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Would You Like Fries With That? The Dos and Don'ts of Upselling for Small Businesses

Author

Chuck Leddy

More by Chuck
Author

Chuck Leddy

More by Chuck

Upselling in small businesses takes place when a buyer has already decided to make a purchase and a seller suggests a related product or service in order to enhance the sale. Classic examples include when a seller offers an extended warranty to a customer who is purchasing a new television, or when a customer orders a cheeseburger and the counter person asks, "would you like to add fries to that?"

Upselling works because the buyer has already displayed a willingness to purchase, which is a signal of trust and potential loyalty. Your chances of converting an existing customer into a repeat customer are much higher than turning a prospect into a first-time buyer. As marketing expert Jill Griffin reports in her book, "Customer Loyalty," a study by Marketing Metrics found that "the probability of selling something to a prospect is only about 5–20%, while the probability of selling something to an existing customer is 60–70%." Here are three upselling dos and don'ts.

Three Upselling Dos

1. Be Prepared With Sufficient Brand Knowledge So You Can Suggest Relevant, Related Products

How do you gain this knowledge? First, take note of which post-sale upgrades and add-ons customers generally buy from you. For example, if several customers a month return to your store to buy a protective case for the smartphone you've sold them, then you should be upselling the protective cases (or extended warranties or service agreements) every time a customer buys a smartphone. You might want to make a list of related products that customers sometimes buy as a package or bundle. Then, when a customer buys one of these often-bundled products, you can try to upsell the others.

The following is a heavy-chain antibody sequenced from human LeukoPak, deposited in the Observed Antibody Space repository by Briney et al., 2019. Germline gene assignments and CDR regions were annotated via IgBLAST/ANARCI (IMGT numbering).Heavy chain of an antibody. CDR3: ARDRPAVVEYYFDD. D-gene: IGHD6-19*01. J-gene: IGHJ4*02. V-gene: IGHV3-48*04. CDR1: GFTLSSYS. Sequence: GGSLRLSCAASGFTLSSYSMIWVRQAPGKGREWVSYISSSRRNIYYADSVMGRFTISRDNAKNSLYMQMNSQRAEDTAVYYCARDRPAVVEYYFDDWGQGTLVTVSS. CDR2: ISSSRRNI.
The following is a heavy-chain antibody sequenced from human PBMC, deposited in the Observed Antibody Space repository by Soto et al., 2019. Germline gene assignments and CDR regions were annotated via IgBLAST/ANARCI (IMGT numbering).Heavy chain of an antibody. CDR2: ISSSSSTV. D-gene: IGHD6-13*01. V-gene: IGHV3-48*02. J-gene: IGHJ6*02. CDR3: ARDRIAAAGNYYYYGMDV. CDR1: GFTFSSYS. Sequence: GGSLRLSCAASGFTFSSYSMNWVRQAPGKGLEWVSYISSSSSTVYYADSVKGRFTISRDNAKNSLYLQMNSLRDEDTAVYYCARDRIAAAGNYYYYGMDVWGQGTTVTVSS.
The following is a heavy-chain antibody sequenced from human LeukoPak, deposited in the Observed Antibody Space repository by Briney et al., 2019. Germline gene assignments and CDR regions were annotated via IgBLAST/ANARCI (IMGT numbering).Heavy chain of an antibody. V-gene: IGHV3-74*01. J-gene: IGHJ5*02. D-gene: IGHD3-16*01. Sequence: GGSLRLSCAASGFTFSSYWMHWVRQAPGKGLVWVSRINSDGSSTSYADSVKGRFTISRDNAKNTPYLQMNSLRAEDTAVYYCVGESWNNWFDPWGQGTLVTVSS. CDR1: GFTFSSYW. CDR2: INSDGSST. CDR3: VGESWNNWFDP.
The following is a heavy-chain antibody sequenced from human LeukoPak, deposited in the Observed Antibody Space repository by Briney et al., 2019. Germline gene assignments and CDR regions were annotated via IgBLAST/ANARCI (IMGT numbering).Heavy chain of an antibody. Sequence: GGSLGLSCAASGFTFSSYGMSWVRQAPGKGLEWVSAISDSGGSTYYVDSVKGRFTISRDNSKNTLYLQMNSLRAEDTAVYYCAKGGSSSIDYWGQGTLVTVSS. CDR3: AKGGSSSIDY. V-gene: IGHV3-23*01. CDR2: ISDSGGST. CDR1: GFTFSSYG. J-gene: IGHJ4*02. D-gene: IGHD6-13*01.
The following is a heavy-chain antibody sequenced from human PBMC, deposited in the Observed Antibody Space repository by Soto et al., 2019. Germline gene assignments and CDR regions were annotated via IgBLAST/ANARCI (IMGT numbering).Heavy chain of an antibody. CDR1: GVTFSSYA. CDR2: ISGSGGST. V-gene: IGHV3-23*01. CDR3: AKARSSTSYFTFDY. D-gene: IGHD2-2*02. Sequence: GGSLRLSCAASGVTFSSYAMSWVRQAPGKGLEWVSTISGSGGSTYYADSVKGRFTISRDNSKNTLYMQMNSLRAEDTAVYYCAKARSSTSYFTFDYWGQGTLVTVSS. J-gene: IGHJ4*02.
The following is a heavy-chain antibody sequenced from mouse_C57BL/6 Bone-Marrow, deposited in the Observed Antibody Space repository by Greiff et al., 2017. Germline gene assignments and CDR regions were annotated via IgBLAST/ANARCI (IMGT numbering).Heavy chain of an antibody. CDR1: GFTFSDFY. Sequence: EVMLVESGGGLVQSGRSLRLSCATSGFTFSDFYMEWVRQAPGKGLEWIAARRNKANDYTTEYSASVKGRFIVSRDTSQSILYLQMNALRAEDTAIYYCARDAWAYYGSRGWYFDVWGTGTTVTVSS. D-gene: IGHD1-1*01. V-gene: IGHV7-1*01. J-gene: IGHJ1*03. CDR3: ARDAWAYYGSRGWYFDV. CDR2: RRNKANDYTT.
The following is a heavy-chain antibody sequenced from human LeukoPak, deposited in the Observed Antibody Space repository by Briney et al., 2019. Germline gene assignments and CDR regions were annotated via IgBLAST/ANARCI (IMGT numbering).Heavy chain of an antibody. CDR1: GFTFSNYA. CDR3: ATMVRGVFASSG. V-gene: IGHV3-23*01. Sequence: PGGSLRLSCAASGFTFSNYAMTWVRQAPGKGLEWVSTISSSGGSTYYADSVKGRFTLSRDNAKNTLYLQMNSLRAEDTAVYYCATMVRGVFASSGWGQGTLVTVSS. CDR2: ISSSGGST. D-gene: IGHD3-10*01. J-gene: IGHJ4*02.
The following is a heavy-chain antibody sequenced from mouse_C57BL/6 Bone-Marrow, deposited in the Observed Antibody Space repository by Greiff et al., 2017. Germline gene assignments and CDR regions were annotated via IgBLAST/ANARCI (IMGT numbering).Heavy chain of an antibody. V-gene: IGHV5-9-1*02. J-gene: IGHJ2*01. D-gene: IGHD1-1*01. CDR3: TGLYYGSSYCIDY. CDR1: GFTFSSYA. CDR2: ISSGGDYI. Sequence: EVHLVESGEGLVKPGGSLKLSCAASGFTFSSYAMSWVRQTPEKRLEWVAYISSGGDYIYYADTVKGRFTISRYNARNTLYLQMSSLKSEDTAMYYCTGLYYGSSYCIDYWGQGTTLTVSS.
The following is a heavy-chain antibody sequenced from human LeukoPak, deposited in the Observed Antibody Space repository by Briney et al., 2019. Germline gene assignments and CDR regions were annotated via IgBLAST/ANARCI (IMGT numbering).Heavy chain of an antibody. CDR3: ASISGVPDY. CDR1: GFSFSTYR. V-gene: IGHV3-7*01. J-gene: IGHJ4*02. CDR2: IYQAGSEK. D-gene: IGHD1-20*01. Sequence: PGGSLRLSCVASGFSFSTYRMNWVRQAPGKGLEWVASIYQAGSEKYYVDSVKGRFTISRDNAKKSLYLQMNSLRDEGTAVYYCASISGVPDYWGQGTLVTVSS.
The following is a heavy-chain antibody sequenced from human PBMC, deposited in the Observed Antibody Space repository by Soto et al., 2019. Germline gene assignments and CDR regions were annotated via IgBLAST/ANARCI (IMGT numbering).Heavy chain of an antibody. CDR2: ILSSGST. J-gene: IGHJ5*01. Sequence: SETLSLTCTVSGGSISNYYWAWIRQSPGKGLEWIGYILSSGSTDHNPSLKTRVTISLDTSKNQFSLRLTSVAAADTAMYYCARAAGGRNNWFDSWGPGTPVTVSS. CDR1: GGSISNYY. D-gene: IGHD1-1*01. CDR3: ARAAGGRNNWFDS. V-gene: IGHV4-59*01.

2. Know When to Upsell

Don't upsell before the initial purchase decision has been made. If you do, you'll likely confuse and turn off buyers, and you may even lose the initial sale. Wait until after the buyer has decided upon the initial purchase, but before he or she has paid.

3. Ask Questions to Qualify the Upsell

For instance, if a customer has just purchased an expensive laptop computer, you can ask: "Would you be interested in protecting your investment?" If the customer says "yes," you could then offer him or her the extended warranty or service agreement, or even a laptop case.

Three Upselling Don'ts

1. Don't Be Aggressive

Be wary of what Business.com calls "the rule of 25": Don't seek to upsell products or services that represent more than 25 percent of the initial purchase. This type of large upsell may turn buyers off.

2. Don't Forget to Have a Conversation That's Centered on the Buyer's Needs

Your desire to sell more products should never outweigh your desire to fulfill your customers' needs. When upselling, you should seek to personalize the sale and add convenience for buyers by offering tailored products or services.

3. Don't Forget to Close the Deal

After you've had the upselling discussion, don't forget to close. You might want to walk the customer over to where the upsold product is located and explain its added value. If and when the customer does decide to make the purchase, you should strive to provide affirmation that he or she made the right decision.

Upselling in small businesses can be a great way for you to increase revenue and build customer loyalty.